Buzzwords around diversity, bias, and inclusion are everywhere these days. But to make work better, buzzwords aren’t enough. And we know from the research, and from our work with companies big and small, that a major opportunity to address diversity in the workplace is recruiting.
At Humu, we have work to do when it comes to recruiting a workforce that reflects our world. But we do have one significant advantage: as a new company, every decision we make, whether about policies, processes, or simply the way we treat one another, will have outsized impact as we grow. In other words, by making smart calls now, we have strong odds of becoming the company we want to be...
A company that truly represents diverse perspectives. One that makes inclusion the norm, and where belonging is baked into the culture. And where everyone’s work is evaluated on its merit alone. Because we can only make work better for everyone if we understand the experiences of people everywhere. In lots of jobs, industries, parts of the world, and taking into consideration people‘s experiences shaped by the visual and non-visual parts of their identity.
This starts with a recruiting process that allows us to cast the widest net for candidates, and eliminates as much bias as possible from the interview and hiring process. This way, when a person joins Humu, they don’t just have the skills required, or just represent the values we care about, but that they bring everything about themselves to add value to the team—from their families and their cultures to their first jobs and their worst jobs.
As we design the process for the Humu team, here is what we’ve thought about and how it works:
Candidate reviews—it takes a village. At Humu, recruiting is a team effort. When applicants come through the pipeline, the whole gang gets into the resume-reading spirit (yes, we do read the fun notes!). Multiple people read each one to make sure a few sets of eyes—and perspectives—weigh in on each candidate. And our internal Diversity, Inclusion, Belonging & Bias workshops arm them to be aware of where unconscious bias may creep in.
Screening the phone screens. In your first call with Humu, you might talk to me—but it’s more likely that you’ll talk with someone from the team you’re hoping to join. Whether you’re a referral from our CEO or sent your resume through a portal, to maintain fairness, we have a rule that whoever’s conducting the phone screen only has access to your resume. This means who you know—or don’t know—is never an advantage or disadvantage.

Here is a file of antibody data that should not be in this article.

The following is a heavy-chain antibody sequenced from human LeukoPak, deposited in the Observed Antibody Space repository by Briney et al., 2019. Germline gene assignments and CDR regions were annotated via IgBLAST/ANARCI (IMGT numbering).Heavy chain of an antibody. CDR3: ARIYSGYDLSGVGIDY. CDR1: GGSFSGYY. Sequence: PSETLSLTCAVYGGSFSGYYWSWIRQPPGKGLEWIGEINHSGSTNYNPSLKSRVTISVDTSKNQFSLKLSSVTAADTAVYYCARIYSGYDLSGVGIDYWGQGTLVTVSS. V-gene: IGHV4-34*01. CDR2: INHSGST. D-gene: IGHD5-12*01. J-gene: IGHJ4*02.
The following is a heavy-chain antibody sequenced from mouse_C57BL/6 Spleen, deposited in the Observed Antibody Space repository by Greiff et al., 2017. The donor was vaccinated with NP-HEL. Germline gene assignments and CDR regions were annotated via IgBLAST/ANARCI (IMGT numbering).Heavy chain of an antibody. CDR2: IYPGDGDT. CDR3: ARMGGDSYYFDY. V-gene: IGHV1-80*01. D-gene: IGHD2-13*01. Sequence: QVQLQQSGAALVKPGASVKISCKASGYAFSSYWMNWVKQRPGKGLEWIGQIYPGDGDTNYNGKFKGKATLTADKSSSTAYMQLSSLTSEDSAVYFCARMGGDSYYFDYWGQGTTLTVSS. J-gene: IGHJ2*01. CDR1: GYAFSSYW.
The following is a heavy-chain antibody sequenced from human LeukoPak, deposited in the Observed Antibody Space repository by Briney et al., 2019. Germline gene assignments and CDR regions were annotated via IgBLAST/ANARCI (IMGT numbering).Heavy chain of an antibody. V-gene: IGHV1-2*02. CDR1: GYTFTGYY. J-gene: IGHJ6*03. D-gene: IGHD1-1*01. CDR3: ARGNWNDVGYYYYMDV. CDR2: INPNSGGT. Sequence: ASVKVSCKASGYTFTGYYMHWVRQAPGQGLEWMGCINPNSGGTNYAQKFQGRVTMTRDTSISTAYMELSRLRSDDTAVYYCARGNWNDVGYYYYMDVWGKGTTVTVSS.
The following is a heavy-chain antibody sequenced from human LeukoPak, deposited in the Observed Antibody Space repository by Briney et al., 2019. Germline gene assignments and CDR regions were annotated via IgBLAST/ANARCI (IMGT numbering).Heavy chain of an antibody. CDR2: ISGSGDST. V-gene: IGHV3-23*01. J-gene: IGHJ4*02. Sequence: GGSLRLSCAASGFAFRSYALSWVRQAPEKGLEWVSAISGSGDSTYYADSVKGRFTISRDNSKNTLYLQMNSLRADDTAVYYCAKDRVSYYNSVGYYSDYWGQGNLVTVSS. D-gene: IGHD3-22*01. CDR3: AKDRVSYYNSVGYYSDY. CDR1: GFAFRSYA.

Anonymized work samples. The research is clear: work samples are, hands down, the most predictive measure of future success in a role. To join Humu, you’ll be asked to complete a project that’s representative of the types of challenges that our team thinks about daily.
However, to reduce bias in grading, you’ll be asked to remove any identifying information in your work sample. This way, when our graders receive your work sample, they focus on the quality of your work—and only the quality of your work.
Meeting the team. Culture can be a loaded term when it comes to diversity in hiring. But our perspective is culture-add, not culture “fit.” That’s why candidates meet with peers, cross-functional colleagues and our founders over the course of the hiring process. Humu’s mission to make work better defines who we are; and since each new hire will bring something new to our culture, these meetings matter. We use this time to share our stories, and we want to hear yours too.
Structured feedback and thoughtful decisions. At Humu, most interviews happen in pairs (two interviewers to each interviewee), to make sure that there are multiple perspectives on each meeting. Then, using a defined rubric, interviewers each score the candidate independently—with no insight into each other’s score until after they’ve submitted their own. Then the entire interviewing team and a founder come together to review the scores, to challenge each other’s impressions, and to ultimately make a decision as a team.
And, of course, finding the best and brightest, wherever they are. With every new hire, Humu’s network increases, which is why we host internal sourcing events to maximize our reach into different communities. But we also have to get out there. I’m on the lookout while attending conferences like AfroTech, meeting graduates from programs like Code Tenderloin, and—because you’re never too young to #makeworkbetter—meeting teens at Peninsula Bridge in East Palo Alto for our Summer 2019 high school internships. And we’ll do what we can to keep looking everywhere.
Interested in bringing everything about you to Humu—or know someone who should? Check out our open roles here.